Cut Your Grocery Bill in Half Review

A couple of years ago, I read a book about America’s Cheapest Family. While I don’t know that they are truly America’s Cheapest Family (how does one judge that?), it was interesting to read about Steve and Annette Economides raising their 5 children on a salary of $35,000. Steve worked, Annette stayed home, and they even managed to pay off their mortgage in 9 years. That’s impressive!

For this reason, I was curious to read Steve and Annette’s newest book specifically written about their grocery habits. True to my expectations, Cut Your Grocery Bill in Half was a thought-provoking read.

The main premise of this book, I would say, is that the less you shop – the more you save. In the Ecconomides family, shopping is done once a month, with an occasional trip for restocking perishables. Their practice makes sense. Besides, why stock up if you never use what you have on hand?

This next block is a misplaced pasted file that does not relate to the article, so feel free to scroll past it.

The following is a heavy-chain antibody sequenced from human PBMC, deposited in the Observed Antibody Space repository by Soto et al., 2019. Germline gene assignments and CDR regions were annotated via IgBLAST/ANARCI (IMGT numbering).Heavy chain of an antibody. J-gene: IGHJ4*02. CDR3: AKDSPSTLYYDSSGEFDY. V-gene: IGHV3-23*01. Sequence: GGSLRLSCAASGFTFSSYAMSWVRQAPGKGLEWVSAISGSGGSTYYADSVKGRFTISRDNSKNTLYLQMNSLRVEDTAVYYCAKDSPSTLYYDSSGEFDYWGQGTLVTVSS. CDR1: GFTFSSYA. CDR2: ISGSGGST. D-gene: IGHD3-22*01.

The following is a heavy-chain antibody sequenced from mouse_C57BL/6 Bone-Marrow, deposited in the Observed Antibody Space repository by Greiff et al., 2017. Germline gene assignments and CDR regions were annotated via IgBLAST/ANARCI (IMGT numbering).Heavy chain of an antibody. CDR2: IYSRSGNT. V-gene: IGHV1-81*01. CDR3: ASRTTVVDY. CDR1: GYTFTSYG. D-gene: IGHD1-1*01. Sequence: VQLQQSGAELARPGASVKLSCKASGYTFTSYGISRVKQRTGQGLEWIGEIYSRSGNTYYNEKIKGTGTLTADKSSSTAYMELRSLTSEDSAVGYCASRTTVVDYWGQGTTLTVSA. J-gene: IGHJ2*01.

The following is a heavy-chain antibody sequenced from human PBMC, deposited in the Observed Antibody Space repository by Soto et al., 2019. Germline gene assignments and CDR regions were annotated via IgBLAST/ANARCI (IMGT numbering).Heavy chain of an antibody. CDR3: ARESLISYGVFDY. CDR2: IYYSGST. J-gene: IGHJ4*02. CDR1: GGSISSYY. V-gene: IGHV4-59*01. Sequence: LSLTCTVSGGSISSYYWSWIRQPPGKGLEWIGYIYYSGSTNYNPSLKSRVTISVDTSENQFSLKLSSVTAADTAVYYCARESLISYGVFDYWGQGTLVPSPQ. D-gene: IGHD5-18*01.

One of the more interesting points of the book was the reminder that coupons are a choice. Sometimes they save you money, and sometimes they don’t (because you can buy generics or other deals without coupons). I think that is true – and worth remembering. Yes, I use coupons, but there are times when I don’t and take a “couponing break.”

I liked Steve and Annette’s take on once-a-month cooking. I stock things in my freezer, but this book has reminded me the benefits of doing more cooking ahead. This is a great frugal technique.

I think what I appreciate most is the fact that Steve and Annette are writing from their life and family experience. To me, this makes them a reliable and trustworthy source. I always enjoy learning what others do. It’s one of the reasons I keep reading frugal books. I want to improve on my frugality – and there is so much to learn from others.

All in all, there is a wealth of information to be discovered as you aim to Cut Your Grocery Bill in Half .

 

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